"I was very reluctant to tell everyone, but I knew we had to. That's the way science works. You don't want to prejudge the universe; the universe does what it does, our job is to measure it."
But Schmidt's trepidation was unfounded. His team's research - and that of joint Nobel Prize winner Professor Saul Perlmutter - met a largely receptive audience, and in turn helped solve a few cosmic conundrums.
"I was surprised because there seemed quite reasonable acceptance, quite quickly," he says. "Part of that was because the announcement was made by two teams who were working fairly combatively with each other. The other thing is there were some problems in cosmology, and this stuff we found fixed most of the outstanding problems, so it was sort of like people said 'okay, this may be right - it's not obviously wrong'."
While his discovery changed not only the world, but the universe, Schmidt got quietly on with the astronomical research he loves. As his career developed at Mount Stromlo, he built a life for himself at Canberra, a place he says he has "no intention of leaving", and established a vineyard just outside Canberra where he makes pinot noir - a notoriously temperamental drop, and one befitting someone who is able to understand the complexities of astrophysics.
Like so many Canberrans, Schmidt was deeply affected by the bushfires of 2003. But the flames that engulfed Mount Stromlo did more than just destroy his office; they also fundamentally affected his research. Schmidt was just about to start a project using Stromlo's 50-inch telescope to map the southern skies. But that telescope, like four others at Stromlo, was destroyed.
But, out of the disaster came rebirth - in the form of the SkyMapper telescope, the project that has occupied Schmidt for the last few years.
Located at the University's Siding Spring Observatory, in the New South Wales countryside, SkyMapper is a state of the art instrument that will allow for the first ever complete map of the southern skies.
"[SkyMapper] has the ability to take a picture of the sky 40 times bigger than the full moon, 10 million times fainter than the human eye can see," he says.
"Over the next five years a team from Stromlo and I will be mapping the entire southern sky 36 times in six different colours, to make a sort of treasure map of the sky.
"With that we can train big telescopes like the Giant Magellan Telescope, or the Hubble Space telescope, to study things like the outer solar system, or other planets like Pluto, or to find the most distant object in the universe like giant black holes that were formed after the big bang."
The University's investment in both SkyMapper and the Giant Magellan Telescope to be constructed in Chile - another project Schmidt is heavily involved in - continue a long history of Australian support for astronomy. It was, says Schmidt, part of the reason he was drawn to the country in the first place.
"Around the world in astronomical circles Australia's reputation is well-known," he says.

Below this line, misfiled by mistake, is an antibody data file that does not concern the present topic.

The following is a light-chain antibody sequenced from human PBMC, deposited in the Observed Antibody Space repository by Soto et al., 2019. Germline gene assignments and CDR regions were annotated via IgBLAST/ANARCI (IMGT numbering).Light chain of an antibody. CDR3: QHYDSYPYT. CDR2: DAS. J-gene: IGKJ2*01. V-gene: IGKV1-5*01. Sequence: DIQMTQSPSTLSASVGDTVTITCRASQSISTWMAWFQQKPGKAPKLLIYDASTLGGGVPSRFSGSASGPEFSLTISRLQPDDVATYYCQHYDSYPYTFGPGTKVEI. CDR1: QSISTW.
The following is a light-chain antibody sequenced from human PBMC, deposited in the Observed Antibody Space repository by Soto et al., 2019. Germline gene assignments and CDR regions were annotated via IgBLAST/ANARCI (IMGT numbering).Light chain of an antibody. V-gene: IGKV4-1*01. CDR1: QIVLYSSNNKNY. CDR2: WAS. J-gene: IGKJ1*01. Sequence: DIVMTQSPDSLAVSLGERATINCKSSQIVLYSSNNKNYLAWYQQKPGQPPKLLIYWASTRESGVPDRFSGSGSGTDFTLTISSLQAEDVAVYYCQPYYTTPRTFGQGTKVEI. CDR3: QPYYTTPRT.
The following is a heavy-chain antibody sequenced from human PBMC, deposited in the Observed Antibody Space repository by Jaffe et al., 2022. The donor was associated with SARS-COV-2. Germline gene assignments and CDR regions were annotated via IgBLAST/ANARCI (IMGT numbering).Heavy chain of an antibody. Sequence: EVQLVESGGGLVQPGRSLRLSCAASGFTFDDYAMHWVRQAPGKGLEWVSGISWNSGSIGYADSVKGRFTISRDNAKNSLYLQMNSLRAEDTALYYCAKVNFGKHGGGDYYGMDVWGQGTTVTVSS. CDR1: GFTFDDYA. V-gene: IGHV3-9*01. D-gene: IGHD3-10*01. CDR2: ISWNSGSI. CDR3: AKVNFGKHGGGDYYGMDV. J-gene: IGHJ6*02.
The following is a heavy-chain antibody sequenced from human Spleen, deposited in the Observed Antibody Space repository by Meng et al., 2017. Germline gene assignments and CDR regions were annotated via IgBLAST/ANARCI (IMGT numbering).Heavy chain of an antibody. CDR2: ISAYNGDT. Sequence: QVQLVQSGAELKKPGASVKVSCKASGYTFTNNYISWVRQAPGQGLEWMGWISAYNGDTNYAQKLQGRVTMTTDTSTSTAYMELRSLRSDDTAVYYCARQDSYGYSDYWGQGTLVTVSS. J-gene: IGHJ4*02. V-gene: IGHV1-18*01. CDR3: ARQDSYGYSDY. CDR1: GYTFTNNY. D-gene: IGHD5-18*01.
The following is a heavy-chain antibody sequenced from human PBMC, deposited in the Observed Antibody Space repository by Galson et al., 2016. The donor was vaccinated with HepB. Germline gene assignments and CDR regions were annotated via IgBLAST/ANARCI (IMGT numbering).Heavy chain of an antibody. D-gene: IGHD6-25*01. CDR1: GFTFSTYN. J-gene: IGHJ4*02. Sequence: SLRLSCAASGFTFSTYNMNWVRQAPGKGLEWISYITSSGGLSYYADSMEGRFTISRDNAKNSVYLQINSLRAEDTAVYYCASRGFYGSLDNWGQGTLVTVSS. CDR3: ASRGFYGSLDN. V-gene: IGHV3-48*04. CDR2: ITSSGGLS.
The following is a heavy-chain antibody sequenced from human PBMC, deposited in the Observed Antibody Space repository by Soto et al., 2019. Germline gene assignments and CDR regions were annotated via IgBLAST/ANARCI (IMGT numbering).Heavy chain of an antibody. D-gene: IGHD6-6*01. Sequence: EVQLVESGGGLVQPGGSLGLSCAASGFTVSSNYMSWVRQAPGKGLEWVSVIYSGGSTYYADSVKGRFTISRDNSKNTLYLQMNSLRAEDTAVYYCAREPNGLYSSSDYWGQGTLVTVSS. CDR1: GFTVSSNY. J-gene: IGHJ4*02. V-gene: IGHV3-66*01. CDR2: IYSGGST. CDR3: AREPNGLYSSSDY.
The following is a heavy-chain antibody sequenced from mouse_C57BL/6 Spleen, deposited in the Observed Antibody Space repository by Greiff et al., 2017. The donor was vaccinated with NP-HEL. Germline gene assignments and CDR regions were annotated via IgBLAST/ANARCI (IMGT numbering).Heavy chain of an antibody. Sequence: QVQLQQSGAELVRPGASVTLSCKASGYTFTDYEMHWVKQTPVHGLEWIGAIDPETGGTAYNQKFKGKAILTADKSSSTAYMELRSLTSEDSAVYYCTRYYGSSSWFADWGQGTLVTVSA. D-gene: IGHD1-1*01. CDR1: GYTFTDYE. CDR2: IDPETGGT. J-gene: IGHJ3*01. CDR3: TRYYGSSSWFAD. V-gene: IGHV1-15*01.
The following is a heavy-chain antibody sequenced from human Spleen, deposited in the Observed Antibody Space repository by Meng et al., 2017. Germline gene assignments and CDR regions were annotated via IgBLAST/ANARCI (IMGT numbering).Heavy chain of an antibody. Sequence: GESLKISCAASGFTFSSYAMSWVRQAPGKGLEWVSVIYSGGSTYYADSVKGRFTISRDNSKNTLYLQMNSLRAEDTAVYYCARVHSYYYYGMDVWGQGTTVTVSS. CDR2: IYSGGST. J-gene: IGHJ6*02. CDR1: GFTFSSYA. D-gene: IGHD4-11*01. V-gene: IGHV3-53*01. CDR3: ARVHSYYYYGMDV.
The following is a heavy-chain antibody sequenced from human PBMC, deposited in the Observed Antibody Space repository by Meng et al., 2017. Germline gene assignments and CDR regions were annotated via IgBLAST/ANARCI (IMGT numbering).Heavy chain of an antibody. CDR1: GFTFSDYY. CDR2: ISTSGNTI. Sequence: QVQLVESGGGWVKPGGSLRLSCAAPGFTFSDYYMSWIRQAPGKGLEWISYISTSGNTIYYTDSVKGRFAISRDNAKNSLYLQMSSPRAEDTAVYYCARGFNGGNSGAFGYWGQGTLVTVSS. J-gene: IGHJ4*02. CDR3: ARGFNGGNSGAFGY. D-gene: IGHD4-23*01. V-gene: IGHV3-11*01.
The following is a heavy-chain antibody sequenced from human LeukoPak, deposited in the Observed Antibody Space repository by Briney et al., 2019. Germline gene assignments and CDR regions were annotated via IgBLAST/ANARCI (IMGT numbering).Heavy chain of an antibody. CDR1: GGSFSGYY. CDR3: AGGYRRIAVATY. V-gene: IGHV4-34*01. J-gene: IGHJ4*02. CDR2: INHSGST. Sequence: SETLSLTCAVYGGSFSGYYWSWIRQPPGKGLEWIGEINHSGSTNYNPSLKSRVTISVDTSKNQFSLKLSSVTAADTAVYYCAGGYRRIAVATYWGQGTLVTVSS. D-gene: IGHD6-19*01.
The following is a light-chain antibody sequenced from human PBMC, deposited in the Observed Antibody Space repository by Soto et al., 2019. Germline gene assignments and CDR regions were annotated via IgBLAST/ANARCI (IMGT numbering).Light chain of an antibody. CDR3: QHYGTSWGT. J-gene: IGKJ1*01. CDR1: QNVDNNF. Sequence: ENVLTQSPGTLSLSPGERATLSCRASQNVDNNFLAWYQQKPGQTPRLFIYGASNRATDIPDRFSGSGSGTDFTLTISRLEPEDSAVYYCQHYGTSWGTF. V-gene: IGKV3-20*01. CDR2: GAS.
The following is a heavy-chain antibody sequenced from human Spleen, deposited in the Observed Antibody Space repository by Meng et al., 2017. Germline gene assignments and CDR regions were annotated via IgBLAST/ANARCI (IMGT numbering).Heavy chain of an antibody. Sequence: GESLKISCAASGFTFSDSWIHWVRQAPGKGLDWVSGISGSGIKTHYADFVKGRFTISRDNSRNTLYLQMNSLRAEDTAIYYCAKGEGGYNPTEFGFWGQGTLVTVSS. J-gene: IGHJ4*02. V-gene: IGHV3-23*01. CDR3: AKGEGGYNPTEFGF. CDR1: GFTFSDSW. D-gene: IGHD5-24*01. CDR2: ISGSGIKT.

"One of the reasons why I came here is because ANU and Mount Stromlo has a great reputation that goes back 50 years. Australia has invested heavily in astronomical instrumentation since about 1940, and that has enabled a critical mass of people to get together in this country and do a whole range of discovery over the last 50 years."
Those discoveries, and the life of discovery that comes with a career in academia, are things that Schmidt is keen to share and encourage in others. Winning the Nobel Prize, he says, means that he now has a welcome obligation to science and the public.
"It changes my responsibility to the scientific community in Australia. I have, I think, a real responsibility to ensure that Australia does wise things in science and technology in the future.
"I guess I should also be explaining to people that it's not hard to win a Nobel Prize because, look, even I can do it!
"People like me in science have great careers here in Australia; it's a very good thing to do with one's life. I have no regrets, and I'm kind of a normal person by most people's count. I really want to get it through to Australians, and especially young Australians, that science is fun, a great job, and you never know where it's going to lead to."
And like the accelerating universe his research heralded, the science of astronomy itself is at the dawn of an exciting and rapidly unfolding future.
"I've been lucky to be born at the right time," he says. "There has been about 10 years where the technology has really allowed discovery to blossom. I see that happening for the next 20 or 30 years, at least, so I think it's a very special time for astronomy."
And that's something we can all raise a glass of pinot to.
Professor Brian Schmidt AC is Distinguished Professor and astrophysicist at the ANU Mount Stromlo Observatory. He is the incoming ANU Vice-Chancellor.
This article was first published in the ANU Reporter in the Summer 2011 edition.